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within the soviet union, 15 or so surrounding it. the event, earthquake or explosion takes place at a particular site. unavoidably generates a set of seismic waves, shockwaves. that are received and recorded by seismic stations. either within the soviet union or around the world. if an explosion should occur within the soviet union it would be recorded at numerous stations. those signals would be to take analyzed, and, notified that the soviets conducted a nuclear explosion. >> the soviets excepted our previous provisions, with respect to verification. the reagan administration has suggested that they want more. the soviet union has said, ok. let's negotiate further verification provisions.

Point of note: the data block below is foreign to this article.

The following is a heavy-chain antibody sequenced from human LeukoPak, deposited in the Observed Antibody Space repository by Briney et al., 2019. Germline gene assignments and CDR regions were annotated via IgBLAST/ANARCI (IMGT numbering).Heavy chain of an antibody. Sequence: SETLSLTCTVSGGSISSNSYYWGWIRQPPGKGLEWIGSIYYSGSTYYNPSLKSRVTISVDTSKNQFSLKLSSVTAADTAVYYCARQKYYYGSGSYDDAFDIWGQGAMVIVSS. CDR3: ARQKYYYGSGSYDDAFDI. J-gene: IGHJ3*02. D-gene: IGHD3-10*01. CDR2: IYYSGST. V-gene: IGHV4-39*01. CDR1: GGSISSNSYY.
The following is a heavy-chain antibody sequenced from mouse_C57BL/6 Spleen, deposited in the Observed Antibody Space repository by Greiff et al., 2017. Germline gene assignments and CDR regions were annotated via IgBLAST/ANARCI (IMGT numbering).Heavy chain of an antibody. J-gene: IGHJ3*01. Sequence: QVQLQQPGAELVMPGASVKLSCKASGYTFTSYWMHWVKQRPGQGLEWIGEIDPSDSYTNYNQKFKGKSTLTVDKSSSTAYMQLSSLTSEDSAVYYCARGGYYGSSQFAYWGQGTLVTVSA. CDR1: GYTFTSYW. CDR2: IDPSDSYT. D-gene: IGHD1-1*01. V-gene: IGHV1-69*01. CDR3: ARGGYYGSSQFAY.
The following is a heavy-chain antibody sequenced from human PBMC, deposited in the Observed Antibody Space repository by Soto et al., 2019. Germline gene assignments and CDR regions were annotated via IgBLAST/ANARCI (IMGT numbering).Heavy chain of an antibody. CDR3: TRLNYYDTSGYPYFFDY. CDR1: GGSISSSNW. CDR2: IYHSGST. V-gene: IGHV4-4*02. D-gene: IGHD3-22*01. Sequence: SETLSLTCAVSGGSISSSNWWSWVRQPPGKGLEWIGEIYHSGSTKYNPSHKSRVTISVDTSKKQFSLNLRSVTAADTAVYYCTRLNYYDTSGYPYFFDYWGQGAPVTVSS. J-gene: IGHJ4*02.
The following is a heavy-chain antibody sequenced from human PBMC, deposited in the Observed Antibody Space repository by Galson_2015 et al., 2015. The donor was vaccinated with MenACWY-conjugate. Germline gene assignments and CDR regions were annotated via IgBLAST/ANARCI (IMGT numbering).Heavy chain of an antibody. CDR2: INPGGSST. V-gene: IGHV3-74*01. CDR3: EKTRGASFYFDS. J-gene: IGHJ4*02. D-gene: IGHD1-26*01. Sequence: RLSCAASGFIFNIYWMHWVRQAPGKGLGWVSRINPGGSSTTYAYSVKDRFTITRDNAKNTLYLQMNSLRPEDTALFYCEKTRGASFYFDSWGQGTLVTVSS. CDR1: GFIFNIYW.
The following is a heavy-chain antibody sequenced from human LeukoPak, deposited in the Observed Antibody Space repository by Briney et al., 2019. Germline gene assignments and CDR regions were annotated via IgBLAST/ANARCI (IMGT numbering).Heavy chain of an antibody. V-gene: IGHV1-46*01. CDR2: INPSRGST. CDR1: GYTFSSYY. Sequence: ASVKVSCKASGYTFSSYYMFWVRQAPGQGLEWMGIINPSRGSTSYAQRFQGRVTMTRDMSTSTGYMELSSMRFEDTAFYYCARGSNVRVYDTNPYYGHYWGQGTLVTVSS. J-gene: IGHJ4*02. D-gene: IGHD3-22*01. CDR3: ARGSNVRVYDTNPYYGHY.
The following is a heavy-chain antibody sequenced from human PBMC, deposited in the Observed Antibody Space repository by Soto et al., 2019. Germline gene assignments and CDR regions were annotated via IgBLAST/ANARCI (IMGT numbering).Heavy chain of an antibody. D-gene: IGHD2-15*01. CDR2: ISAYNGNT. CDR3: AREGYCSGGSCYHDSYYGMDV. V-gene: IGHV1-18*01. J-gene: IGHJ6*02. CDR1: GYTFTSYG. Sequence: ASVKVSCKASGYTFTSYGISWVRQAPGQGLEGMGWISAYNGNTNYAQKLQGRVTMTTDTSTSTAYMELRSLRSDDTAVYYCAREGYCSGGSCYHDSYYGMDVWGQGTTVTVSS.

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in my opinion, the soviet union badly wants a comprehensive test ban. >> if we had a simultaneous test-ban and the soviets did resume testing, we could resume immediately ourselves. in the meantime, we would have gained the goodwill of so many countries throughout the world. so i don't see that we have anything to lose by a comprehensive test ban, and everything to gain. paul: haven't we received point where enough is enough? more and more dangerous nuclear weapons of both sides makes us less secure. do we need a weapons system that will bypass all human intelligence? putting decisions in the hands of computers makes accidents even more possible under crisis conditions. testing and deploying new weapons is not the answer. leaders representing six nations, from five continents, appealed to president reagan and